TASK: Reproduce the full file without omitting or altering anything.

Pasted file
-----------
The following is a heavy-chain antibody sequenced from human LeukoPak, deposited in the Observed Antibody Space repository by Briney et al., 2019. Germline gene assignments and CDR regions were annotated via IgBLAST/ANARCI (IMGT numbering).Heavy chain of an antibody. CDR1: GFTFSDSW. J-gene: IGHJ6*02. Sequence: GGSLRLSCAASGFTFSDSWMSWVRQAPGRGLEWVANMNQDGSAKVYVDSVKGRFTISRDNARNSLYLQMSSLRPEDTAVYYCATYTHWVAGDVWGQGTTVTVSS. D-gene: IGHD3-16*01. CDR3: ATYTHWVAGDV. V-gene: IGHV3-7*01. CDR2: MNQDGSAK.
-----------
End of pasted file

The following is a heavy-chain antibody sequenced from human LeukoPak, deposited in the Observed Antibody Space repository by Briney et al., 2019. Germline gene assignments and CDR regions were annotated via IgBLAST/ANARCI (IMGT numbering).Heavy chain of an antibody. CDR1: GFTFSDSW. J-gene: IGHJ6*02. Sequence: GGSLRLSCAASGFTFSDSWMSWVRQAPGRGLEWVANMNQDGSAKVYVDSVKGRFTISRDNARNSLYLQMSSLRPEDTAVYYCATYTHWVAGDVWGQGTTVTVSS. D-gene: IGHD3-16*01. CDR3: ATYTHWVAGDV. V-gene: IGHV3-7*01. CDR2: MNQDGSAK.